The Green Party would support open source and a bill of digital rights, but rules out technology for technology's sake if it hinders environmental aims.
By Steve McCaskill
The Green Party has vowed to use technology to achieve its environmental policies and to oppose the use of mass surveillance if it is elected to power at the 2015 General Election
on May 7.
A digital bill of rights could be introduced, guaranteeing the right to privacy and control over personal data, while a policy of open data and a commitment to use open-source IT
would be implemented.
However, the party's manifesto warned that technology would not be pursued for technology's sake or at any cost to the environment.
"Greens are pro-science. But just because science allows us to do something, that does not mean we should do it," reads the document. "We need to balance our scientific and technological abilities against the social, economic and ethical consequences of doing them—including their impact on future generations and other species."
"Greens will support the development of technologies that have strong social, economic and environmental beliefs. That is why we support investment in energy efficiency and the development of renewable energy, which will be vital in helping to secure improvements in people’s quality of life and to combating climate change."
The party committed to providing adequate government funding for technological research at the expense of military R&D and pledged to ensure innovation is not controlled by large corporations. The inevitable focus on renewable energy, emissions and conservation of a Green government would have an impact on technological manufacturing and data centers.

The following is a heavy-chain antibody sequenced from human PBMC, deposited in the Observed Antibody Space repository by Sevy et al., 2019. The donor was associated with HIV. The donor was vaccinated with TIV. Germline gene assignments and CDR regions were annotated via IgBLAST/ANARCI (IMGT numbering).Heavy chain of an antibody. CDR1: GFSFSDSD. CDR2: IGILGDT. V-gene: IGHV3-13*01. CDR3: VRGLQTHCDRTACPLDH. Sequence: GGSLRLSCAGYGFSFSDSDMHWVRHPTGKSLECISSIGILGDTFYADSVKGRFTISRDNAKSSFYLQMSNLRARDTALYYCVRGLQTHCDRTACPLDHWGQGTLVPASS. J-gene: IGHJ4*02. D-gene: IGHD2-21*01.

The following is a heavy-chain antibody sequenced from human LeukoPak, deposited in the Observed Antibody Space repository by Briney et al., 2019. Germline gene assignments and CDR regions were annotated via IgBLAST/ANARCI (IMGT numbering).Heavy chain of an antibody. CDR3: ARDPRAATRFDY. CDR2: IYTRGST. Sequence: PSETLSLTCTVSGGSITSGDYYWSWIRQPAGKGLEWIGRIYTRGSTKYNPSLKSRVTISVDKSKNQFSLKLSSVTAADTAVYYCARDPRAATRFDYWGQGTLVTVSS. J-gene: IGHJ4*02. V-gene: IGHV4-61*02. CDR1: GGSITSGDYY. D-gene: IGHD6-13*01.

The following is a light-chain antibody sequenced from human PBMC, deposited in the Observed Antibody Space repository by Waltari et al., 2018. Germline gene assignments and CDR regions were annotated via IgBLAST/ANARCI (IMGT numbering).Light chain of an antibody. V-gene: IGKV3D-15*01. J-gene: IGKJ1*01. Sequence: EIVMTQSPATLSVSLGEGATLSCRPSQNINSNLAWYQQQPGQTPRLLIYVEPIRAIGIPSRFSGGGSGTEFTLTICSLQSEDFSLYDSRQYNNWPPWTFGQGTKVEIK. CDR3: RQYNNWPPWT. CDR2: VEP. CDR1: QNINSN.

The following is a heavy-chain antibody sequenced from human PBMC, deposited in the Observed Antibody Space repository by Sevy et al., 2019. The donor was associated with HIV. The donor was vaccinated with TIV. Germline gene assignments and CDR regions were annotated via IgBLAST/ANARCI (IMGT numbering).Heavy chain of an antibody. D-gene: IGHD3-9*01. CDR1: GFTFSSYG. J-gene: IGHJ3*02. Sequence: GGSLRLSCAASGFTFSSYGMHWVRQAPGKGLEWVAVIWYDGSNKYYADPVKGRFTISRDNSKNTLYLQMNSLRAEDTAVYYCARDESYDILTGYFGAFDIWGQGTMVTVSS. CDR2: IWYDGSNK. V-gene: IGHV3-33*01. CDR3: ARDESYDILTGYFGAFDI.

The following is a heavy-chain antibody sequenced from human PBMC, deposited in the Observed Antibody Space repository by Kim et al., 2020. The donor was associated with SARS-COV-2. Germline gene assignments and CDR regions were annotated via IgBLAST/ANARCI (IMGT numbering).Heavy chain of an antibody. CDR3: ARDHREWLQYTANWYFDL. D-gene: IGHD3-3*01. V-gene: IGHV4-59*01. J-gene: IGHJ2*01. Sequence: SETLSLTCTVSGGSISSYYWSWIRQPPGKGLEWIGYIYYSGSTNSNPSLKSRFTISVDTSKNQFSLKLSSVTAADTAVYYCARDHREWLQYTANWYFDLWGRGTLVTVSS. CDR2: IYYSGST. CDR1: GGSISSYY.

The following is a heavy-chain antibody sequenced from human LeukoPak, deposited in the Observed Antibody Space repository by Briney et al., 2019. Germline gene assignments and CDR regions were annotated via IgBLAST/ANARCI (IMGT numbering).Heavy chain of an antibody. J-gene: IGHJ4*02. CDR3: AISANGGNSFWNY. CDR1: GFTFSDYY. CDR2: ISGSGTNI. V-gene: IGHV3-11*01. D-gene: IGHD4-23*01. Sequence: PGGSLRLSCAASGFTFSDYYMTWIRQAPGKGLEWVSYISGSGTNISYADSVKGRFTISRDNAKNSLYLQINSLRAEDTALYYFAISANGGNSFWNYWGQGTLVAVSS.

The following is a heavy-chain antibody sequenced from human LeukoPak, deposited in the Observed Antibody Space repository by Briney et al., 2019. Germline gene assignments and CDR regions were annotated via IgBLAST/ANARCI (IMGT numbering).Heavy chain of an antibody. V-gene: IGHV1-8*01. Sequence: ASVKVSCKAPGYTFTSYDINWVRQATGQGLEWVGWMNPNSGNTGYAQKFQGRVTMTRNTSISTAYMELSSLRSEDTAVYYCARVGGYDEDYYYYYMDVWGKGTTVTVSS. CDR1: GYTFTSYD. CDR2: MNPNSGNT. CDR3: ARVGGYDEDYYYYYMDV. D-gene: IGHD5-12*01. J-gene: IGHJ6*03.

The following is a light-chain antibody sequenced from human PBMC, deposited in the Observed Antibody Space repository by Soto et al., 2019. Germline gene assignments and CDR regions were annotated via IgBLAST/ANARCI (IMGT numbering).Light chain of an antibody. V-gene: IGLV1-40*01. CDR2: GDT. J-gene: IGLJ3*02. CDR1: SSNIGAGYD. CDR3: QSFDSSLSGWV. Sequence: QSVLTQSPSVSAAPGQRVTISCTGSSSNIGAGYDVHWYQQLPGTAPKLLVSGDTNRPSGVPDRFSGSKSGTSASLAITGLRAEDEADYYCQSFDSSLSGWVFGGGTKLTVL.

The Greens have also promised to end tuition fees and increase apprenticeships, while government IT contracts would not be outsourced, with the controversy surrounding Atos cited as a specific example.
Every household and small business in the country would be provided with "high-speed" broadband to help SMBs and to encourage video conferencing, which would reduce the amount of travel required by employees and therefore carbon emissions.
End of Surveillance State
The party supports open data and open source technology, while it also promised to limit the state's censorship and surveillance powers.
A whole section of the manifesto is devoted to the issue of 'digital rights', in which it says a new bill could help safeguard such freedoms.
The Greens say they would limit surveillance and data retention in full and would assist the EU's proposals to strengthen data protection laws against the threat of U.S. companies. Citizens' personal data would not be commercialized in any way, while the censorship and takedown of content would only be permissible in unspecified "exceptional circumstances."
The government's purchasing power would be used to support open source standards and copyright would become shorter in length, easier to understand and, more radically, would prevent patents from applying to software.
"The Green Party supports a world of open, freely flowing information. We don't disproportionate or unaccountable surveillance or censorship," said the manifesto. "We want a transparent state but we want control over the data our digital lives create. We need copyright laws that reward creators but that are consistent with digital technologies. Above all we want democratic political control of this technology.
"We want a transparent state but we want control over the data our digital lives create. We need copyright laws that reward creators but that are consistent with digital technologies. Above all we want democratic political control of this technology."
Earlier this week, both Labor and the Conservatives published their respective manifestos, with the latter supporting greater surveillance and data retention legislation.